Cover image for Orazio and Artemisia Gentileschi
Title:
Orazio and Artemisia Gentileschi
Author:
Christiansen, Keith.
Personal Author:
Publication Information:
New York : Metropolitan Museum of Art ; New Haven : Yale University Press, [2001]

©2001
Physical Description:
xx, 476 pages : illustrations (some color) ; 29 cm
General Note:
Catalog of an exhibition held at the Museo del Palazzo di Venezia, Rome, Oct. 15. 2001-Jan. 6, 2002, the Metropolitan Museum of Art, New York, Feb. 14-May 12. 2002, and the St. Louis Art Museum, June 15-Sept. 15, 2002.
Language:
English
ISBN:
9781588390066

9781588390073

9780300090772
Format :
Book

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ND623.G366 A4 2001 Adult Non-Fiction Non-Fiction Area-Oversize
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Summary

Summary

This beautiful book presents the work of these two painters, exploring the artistic development of each, comparing their achievements and showing how both were influenced by their times and the milieus in which they worked.


Summary

This beautiful book presents the work of these two painters, exploring the artistic development of each, comparing their achievements and showing how both were influenced by their times and the milieus in which they worked.


Summary

This beautiful book presents the work of these two painters, exploring the artistic development of each, comparing their achievements and showing how both were influenced by their times and the milieus in which they worked.


Reviews 9

Booklist Review

Artemisia Gentileschi (1593-1653) has been heralded as one of the few famous women painters of her time, but as the expert and articulate contributors to this unprecedented study of both Artemisia and her painter father, Orazio, explain, there's more to her story than is commonly known. Christiansen, curator of Italian paintings at the Metropolitan Museum of Art, launches this beautifully produced and genuinely exciting volume with a fresh look at Orazio's remarkable transformation from a competent but bland painter into a veritable "poet of light" after working with Caravaggio. An "ardent champion" of his talented, ambitious, and motherless daughter, he was also her teacher, but Artemisia quickly established her own style and focus. The most notorious aspect of their saga is Artemisia's rape, or deflowering, by the artist Tassi, a colleague of her father's, and curator Mann and others shed new light on this event, and the equally compelling question of whether Artemisia was the model for female nudes in Orazio's and her own paintings, beginning with her astute and audacious Susanna and the Elders, painted when she was 17. Both artists emerge from these meticulously argued pages as complex and unconventional human beings as well as consummate artists, and their glorious paintings glow with rekindled radiance. Donna Seaman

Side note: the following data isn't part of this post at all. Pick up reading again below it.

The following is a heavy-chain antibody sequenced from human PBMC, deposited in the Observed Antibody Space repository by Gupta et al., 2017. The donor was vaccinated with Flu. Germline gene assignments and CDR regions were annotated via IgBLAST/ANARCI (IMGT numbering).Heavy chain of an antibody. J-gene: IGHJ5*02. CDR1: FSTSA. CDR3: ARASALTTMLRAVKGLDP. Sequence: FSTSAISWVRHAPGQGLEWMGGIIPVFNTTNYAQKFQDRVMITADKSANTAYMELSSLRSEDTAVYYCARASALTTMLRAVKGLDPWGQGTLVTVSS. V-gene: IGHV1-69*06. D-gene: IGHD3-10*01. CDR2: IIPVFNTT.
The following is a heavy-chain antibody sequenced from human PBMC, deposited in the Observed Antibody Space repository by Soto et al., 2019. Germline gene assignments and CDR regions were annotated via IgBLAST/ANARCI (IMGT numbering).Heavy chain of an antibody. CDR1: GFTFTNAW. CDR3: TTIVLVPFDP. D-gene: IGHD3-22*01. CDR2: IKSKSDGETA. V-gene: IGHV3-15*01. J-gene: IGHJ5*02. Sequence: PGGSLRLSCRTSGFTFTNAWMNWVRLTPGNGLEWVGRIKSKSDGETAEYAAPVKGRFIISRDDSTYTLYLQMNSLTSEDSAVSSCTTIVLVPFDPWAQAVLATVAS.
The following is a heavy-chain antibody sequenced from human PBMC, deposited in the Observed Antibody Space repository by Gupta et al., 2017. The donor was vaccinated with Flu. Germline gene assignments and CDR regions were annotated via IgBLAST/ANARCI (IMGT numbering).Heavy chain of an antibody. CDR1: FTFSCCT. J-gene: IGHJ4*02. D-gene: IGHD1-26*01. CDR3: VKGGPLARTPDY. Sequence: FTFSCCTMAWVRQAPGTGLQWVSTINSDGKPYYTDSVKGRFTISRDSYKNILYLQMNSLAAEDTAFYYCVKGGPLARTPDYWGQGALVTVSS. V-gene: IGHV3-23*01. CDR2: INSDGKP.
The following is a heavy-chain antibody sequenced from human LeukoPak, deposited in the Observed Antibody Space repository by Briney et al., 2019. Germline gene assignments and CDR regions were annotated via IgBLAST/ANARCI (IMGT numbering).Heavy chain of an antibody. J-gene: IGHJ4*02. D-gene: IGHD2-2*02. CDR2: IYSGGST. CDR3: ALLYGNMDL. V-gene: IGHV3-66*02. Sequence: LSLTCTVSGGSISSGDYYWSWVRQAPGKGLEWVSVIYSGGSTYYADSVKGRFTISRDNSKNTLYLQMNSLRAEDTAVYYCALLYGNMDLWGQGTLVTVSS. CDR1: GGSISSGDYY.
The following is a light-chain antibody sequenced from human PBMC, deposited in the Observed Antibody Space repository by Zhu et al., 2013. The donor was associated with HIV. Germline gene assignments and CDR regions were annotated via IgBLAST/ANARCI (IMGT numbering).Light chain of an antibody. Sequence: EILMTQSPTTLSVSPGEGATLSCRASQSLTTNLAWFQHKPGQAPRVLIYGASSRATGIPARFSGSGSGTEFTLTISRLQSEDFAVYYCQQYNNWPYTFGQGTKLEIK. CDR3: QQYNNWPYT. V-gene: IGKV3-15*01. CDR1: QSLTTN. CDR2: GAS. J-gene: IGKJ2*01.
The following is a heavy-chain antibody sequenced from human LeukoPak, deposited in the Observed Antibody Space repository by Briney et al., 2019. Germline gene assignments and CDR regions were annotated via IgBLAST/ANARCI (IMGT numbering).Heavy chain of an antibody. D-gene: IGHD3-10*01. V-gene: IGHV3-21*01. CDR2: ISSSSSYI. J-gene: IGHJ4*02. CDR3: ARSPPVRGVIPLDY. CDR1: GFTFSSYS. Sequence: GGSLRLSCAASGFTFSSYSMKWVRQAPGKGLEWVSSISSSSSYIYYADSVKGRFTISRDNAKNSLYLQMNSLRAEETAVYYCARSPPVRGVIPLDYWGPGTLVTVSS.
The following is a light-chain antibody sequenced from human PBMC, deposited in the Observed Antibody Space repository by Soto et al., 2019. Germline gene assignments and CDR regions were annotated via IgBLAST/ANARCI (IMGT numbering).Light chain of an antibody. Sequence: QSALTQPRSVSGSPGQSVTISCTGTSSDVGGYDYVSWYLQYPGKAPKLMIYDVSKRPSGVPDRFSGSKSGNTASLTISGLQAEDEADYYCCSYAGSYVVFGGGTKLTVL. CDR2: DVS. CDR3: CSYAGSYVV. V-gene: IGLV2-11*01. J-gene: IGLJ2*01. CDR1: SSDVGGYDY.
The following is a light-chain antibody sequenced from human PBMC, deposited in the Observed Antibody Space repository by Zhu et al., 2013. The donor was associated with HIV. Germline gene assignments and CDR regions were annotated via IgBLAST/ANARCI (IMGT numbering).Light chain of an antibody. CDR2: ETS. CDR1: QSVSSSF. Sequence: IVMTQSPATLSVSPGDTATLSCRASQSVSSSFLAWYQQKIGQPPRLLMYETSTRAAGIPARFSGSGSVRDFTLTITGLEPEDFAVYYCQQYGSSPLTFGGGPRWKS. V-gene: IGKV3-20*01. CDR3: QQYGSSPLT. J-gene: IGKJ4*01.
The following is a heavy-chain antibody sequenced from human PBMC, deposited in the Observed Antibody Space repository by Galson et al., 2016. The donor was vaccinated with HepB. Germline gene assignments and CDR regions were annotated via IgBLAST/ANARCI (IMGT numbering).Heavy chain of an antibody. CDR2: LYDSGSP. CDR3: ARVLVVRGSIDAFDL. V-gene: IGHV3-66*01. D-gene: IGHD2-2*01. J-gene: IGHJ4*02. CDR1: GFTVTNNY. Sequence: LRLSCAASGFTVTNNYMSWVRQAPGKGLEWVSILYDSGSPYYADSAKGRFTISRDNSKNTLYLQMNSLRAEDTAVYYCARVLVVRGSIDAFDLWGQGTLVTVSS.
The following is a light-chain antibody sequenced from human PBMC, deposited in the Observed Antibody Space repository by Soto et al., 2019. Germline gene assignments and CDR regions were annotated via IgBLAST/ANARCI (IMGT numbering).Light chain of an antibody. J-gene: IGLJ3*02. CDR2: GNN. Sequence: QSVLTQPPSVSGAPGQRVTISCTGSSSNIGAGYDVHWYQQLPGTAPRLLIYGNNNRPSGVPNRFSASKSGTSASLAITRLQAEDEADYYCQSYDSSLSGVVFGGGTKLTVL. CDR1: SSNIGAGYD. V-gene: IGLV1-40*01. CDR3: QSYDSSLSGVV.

Library Journal Review

This book, which accompanies an exhibition currently at the Metropolitan Museum of Art in New York and traveling both to the St. Louis Art Museum and to the Museo di Palazzo di Venezia in Rome, is the first to examine in one volume both Orazio and Artemesia Gentileschi, father-and-daughter artists of 17th-century Italy. The catalog demonstrates that Orazio Gentileschi follows the Caravaggesque practice of painting from the model, which Artemesia in turn absorbed into her own painting methods. At the same time, curator Christiansen concludes that Orazio painted much more in the elegant style of classical painting in France and never accepted the Baroque idioms of drama and expressiveness that his daughter Artemesia wholeheartedly embraced in her painting. Also discussed in this catalog is the feminist aspect of Artemesia's position as a talented woman artist, the possibility that she was the model for her own "Susanna and the Elders" early in her career, and how her social environment and opportunities as a woman artist changed dramatically after her marriage and her move from Rome to Florence. This catalog also includes excellent color reproductions and previously unpublished documents relating to the trial of Orazio's colleague, Agostino Tassi, for raping Artemesia. The scholarly literature on these artists should be advanced considerably by this extremely comprehensive volume. Enthusiastically recommended for all libraries that support programs in art and art history. [Interested readers will also want to look at Susan Vreeland's The Passion of Artemisia, a fictional account of the artists reviewed in LJ 12/01. Ed.] Sandra Rothenberg, Framingham State Coll., MA (c) Copyright 2010. Library Journals LLC, a wholly owned subsidiary of Media Source, Inc. No redistribution permitted.


Choice Review